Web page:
As companies get larger and more complex, there’s a tendency to manage to proxies. This comes in many shapes and sizes, and it’s dangerous, subtle, and very Day 2. Good process serves you so you can serve customers. But if you’re not watchful, the process can become the thing. You stop looking at outcomes and just make sure you’re doing the process right. A more experienced leader will use it as an opportunity to investigate and improve the process. It’s always worth asking, do we own the process or does the process own us? In a Day 2 company, you might find it’s the second.
Another example: market research and customer surveys can become proxies for customers – something that’s especially dangerous when you’re inventing and designing products. “Fifty-five percent of beta testers report being satisfied with this feature. That is up from 47% in the first survey.” That’s hard to interpret and could unintentionally mislead.
Good inventors and designers deeply understand their customer. They spend tremendous energy developing that intuition. They study and understand many anecdotes rather than only the averages you’ll find on surveys. They live with the design. A remarkable customer experience starts with heart, intuition, curiosity, play, guts, taste. You won’t find any of it in a survey.
The outside world can push you into Day 2 if you won’t or can’t embrace powerful trends quickly. If you fight them, you’re probably fighting the future. Embrace them and you have a tailwind. These big trends are not that hard to spot but they can be strangely hard for large organizations to embrace. We’re in the middle of an obvious one right now: machine learning and artificial intelligence. At Amazon, we’ve been engaged in the practical application of machine learning for many years. Some of this work is highly visible: our autonomous Prime Air delivery drones; the Amazon Go convenience store that uses machine vision to eliminate checkout lines; and Alexa, our cloud-based AI assistant. But much of what we do with machine learning happens beneath the surface. Machine learning drives our algorithms for demand forecasting, product search ranking, product and deals recommendations, merchandising placements, fraud detection, translations, and much more..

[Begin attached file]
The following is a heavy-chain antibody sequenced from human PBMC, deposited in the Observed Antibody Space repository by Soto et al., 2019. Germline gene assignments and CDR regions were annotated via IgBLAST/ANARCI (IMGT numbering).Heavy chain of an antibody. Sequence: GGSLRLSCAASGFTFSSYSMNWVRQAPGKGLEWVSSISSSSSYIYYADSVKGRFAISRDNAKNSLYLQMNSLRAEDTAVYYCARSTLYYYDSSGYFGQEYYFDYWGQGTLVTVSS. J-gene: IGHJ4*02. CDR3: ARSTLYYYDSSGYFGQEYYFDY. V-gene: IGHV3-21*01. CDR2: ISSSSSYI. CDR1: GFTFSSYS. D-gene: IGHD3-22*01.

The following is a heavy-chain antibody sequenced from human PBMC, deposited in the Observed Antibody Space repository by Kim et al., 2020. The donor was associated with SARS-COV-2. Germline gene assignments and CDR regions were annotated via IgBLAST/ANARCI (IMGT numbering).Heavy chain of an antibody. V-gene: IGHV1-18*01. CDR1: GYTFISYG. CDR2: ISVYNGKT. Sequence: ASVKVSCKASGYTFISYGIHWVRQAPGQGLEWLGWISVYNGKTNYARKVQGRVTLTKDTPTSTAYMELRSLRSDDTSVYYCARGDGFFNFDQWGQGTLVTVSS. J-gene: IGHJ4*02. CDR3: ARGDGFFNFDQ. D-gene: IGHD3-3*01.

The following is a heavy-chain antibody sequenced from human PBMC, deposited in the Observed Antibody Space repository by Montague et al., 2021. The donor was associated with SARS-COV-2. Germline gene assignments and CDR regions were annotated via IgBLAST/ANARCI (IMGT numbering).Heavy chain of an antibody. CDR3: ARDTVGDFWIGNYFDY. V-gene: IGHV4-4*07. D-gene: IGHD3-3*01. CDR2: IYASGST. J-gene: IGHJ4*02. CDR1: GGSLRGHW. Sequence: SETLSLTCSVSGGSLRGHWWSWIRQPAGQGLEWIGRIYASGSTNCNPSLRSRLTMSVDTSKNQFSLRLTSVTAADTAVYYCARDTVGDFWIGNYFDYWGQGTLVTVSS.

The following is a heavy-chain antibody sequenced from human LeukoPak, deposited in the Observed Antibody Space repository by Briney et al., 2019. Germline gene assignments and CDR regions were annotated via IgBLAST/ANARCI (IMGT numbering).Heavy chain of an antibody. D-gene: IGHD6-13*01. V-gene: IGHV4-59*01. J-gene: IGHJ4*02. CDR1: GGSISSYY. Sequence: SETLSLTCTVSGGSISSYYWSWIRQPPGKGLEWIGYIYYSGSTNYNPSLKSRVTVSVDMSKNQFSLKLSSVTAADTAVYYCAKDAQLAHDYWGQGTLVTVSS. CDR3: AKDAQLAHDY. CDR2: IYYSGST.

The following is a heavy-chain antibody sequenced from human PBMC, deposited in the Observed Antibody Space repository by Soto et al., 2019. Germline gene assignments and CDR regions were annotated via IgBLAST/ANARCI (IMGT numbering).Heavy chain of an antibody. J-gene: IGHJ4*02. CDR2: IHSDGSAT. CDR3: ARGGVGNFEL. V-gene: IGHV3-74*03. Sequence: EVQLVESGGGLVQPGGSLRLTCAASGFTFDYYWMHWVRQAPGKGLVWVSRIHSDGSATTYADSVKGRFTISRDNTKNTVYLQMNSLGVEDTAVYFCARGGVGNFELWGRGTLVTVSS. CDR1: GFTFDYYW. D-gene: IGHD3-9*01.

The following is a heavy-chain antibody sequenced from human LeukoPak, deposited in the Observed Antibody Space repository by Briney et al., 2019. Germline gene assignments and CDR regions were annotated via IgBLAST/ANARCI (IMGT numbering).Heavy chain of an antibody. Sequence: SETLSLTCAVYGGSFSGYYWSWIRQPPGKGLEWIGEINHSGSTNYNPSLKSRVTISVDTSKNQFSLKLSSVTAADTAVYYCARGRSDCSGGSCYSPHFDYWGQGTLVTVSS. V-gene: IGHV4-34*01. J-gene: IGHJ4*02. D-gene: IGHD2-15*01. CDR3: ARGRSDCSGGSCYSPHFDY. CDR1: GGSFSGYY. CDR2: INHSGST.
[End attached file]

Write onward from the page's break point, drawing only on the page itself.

Day 2 companies make high-quality decisions, but they make high-quality decisions slowly. To keep the energy and dynamism of Day 1, you have to somehow make high-quality, high-velocity decisions. Easy for start-ups and very challenging for large organizations. Speed matters in business – plus a high-velocity decision making environment is more fun too.
First, never use a one-size-fits-all decision-making process. Many decisions are reversible, two-way doors. Those decisions can use a light-weight process. For those, so what if you’re wrong? Second, most decisions should probably be made with somewhere around 70% of the information you wish you had. If you wait for 90%, in most cases, you’re probably being slow. Plus, either way, you need to be good at quickly recognizing and correcting bad decisions. If you’re good at course correcting, being wrong may be less costly than you think, whereas being slow is going to be expensive for sure.
Third, use the phrase “disagree and commit.” If you have conviction on a particular direction even though there’s no consensus, it’s helpful to say, “Look, I know we disagree on this but will you gamble with me on it? Disagree and commit?” By the time you’re at this point, no one can know the answer for sure, and you’ll probably get a quick yes. This isn’t one way. If you’re the boss, you should do this too. I disagree and commit all the time. We recently greenlit a particular Amazon Studios original. I told the team my view: debatable whether it would be interesting enough, complicated to produce, the business terms aren’t that good, and we have lots of other opportunities. They had a completely different opinion and wanted to go ahead. I wrote back right away with “I disagree and commit and hope it becomes the most watched thing we’ve ever made.” Consider how much slower this decision cycle would have been if the team had actually had to convince me rather than simply get my commitment.
Fourth, recognize true misalignment issues early and escalate them immediately. Sometimes teams have different objectives and fundamentally different views. They are not aligned. No amount of discussion, no number of meetings will resolve that deep misalignment. Without escalation, the default dispute
resolution mechanism for this scenario is exhaustion. Whoever has more stamina carries the decision. I’ve seen many examples of sincere misalignment at Amazon over the years. When we decided to invite third party sellers to compete directly against us on our own product detail pages – that was a big one. Many smart, well-intentioned Amazonians were simply not at all aligned with the direction. The big decision set up hundreds of smaller decisions, many of which needed to be escalated to the senior team. “You’ve worn me down” is an awful decision-making process. It’s slow and de-energizing. Go for quick escalation instead – it’s better.